Ladies’ Day, a wonderful play by Amanda Whittington, was going to be performed by Twyford & Ruscombe Theatre Group on the last day of April and the first two days of May. A quick break for the director and some of the cast to go for a week’s skiing in Italy in the second week of March turned out to be one day’s skiing and a hurried exit home. The hall where we were rehearsing was off limits when we got home, and all seemed in disarray.
Not so! We rapidly discovered that could meet on Zoom and, not only that, we could present our play to the paying public on ‘the radio’. That said, we had never done anything remotely like that before and we were not sure how to proceed. As director, I had a look at some articles online about presenting a radio play and it became clear that it was perfectly possible – except that nobody had ever done it where the cast & crew could only meet over Zoom.
And so began a process of rehearsing with all the cast and crew on Zoom, where all could both see and hear one another. The first problem was that despite being able to see each other they had to understand that the audience would not be able to see them. The only means of expression were their voices and any sound effects that we might produce. It took several weeks of rehearsal (only meeting one night per week) to finally get the cast to put all their effort into expression.
The other big issue was that the stage manager, the costume lady and the lighting operator were not going to be needed – but the sound man was suddenly front and centre. David Goddard, who had moved away some years earlier, suddenly became star of the show! He could not only record the live performance, but also add in sound effects, and do it all from his house a hundred miles away.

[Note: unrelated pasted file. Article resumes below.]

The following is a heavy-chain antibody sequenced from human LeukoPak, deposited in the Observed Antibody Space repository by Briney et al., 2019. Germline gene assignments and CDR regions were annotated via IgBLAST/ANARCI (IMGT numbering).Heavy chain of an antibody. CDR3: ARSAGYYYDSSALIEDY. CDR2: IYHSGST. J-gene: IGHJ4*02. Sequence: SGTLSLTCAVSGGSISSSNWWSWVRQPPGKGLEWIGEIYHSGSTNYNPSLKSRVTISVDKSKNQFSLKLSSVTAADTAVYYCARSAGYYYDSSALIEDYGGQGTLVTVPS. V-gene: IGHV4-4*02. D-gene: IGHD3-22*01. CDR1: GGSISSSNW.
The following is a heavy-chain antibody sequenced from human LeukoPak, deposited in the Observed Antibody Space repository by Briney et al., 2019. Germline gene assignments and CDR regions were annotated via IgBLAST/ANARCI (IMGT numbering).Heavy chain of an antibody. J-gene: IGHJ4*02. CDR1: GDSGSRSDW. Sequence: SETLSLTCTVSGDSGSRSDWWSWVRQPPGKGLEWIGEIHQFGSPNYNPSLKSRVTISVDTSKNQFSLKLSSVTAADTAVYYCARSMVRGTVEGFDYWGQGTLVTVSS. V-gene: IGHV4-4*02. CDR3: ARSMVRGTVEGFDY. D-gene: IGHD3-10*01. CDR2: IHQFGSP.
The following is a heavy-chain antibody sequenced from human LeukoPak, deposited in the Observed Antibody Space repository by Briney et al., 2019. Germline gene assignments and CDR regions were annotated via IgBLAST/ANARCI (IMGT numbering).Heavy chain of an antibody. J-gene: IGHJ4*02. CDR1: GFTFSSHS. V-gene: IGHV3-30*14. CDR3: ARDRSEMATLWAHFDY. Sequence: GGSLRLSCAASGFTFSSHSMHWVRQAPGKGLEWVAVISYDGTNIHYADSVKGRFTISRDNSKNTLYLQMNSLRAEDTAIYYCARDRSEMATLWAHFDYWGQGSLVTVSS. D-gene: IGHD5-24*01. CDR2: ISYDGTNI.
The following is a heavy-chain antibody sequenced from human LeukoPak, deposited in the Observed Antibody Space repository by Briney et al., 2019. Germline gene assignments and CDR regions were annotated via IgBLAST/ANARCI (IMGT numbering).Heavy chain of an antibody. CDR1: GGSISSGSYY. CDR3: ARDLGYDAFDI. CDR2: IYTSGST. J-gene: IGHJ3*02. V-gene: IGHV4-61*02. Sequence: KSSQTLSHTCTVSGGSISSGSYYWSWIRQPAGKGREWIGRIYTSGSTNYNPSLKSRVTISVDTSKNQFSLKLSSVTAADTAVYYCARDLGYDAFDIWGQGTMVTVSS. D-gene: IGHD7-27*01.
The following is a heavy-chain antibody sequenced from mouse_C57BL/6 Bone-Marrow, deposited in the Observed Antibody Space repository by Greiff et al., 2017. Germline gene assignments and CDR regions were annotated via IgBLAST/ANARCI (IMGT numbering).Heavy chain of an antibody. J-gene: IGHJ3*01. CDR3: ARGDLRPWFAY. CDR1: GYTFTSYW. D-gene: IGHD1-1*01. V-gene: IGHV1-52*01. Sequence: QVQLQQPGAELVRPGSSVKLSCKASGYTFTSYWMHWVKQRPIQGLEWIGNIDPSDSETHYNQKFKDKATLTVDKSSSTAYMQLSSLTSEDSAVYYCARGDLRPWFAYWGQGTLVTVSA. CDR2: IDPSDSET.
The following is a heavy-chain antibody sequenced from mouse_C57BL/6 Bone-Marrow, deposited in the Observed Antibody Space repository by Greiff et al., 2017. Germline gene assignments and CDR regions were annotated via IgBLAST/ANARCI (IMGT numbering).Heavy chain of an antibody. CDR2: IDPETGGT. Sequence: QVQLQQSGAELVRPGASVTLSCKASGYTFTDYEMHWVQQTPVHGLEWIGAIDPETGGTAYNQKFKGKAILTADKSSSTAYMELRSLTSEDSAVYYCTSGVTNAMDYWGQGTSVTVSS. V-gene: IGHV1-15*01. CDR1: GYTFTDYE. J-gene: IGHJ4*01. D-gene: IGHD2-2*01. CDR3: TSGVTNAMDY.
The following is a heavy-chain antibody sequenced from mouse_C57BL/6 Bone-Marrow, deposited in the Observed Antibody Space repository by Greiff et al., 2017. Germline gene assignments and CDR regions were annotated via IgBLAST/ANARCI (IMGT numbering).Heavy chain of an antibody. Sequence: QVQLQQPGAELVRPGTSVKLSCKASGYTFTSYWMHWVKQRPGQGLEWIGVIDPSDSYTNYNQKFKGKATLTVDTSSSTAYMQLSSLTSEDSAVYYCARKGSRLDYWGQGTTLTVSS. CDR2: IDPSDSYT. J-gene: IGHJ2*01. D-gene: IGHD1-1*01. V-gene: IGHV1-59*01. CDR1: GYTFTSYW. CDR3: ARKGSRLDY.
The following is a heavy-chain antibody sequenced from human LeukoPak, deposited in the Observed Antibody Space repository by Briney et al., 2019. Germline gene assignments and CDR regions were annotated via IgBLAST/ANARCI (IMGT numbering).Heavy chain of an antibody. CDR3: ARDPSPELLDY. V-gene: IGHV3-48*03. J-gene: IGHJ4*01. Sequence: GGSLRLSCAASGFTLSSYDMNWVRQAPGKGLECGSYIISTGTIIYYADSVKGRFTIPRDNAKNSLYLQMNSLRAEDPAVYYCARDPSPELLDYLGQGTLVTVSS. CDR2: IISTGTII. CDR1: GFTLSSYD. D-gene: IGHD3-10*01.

The cast, prior to the Coronavirus hiatus, had almost been off book but it now became clear that the key to an effective performance was going to be their ability to capture the emotion of their words so that the audience was gripped by what was happening. Another feature of the performance was the need for some extra words here and there to make it clear to an audio audience what was happening.
Once the show was presented as we wanted, we then needed to record it in a way that was independent of the problems with Zoom interaction. This was done by each actor recording the lines separately on a separate phone line which was then sent to the sound man to compile into a show. In addition, he was able to add sound effects and music to bring the play to life. At the beginning, the director’s opening comments faded to the sounds of a factory where the cast were busy packing fish. The cast sang various songs, notably Is This the Way to Amarillo? which allowed the scene to end with this music. It then transitioned to the racecourse where there were various background sound effects of crowds. Throughout the show there were sound effects and music to pull the audience into the events of the show.
The production was presented on SoundCloud on 3-4 July with a license from Nick Hern Books. The audience reaction was superb with over 100 people being able to access the production.
A typical response was: “Many, many congratulations! We really enjoyed the play so much; it is so evocative, and I was thinking about it all last night. What a tour de force for you all to switch from your prepared stage production to a sound version. Very cleverly achieved!”
Given the likely continuing problem with theatre groups unable to meet and rehearse, let alone perform, it seems likely that many other groups will need to learn how to put on a ‘professional’ radio production.
by Amanda Whittington
Published by Nick Hern Books
ISBN: 978 1 854 59950 6
CAST: 4f 1m (doubling, or up to 6m)
Staging: Flexible staging
LICENSE: Online Performance License
Available at: www.nickhernbooks.co.uk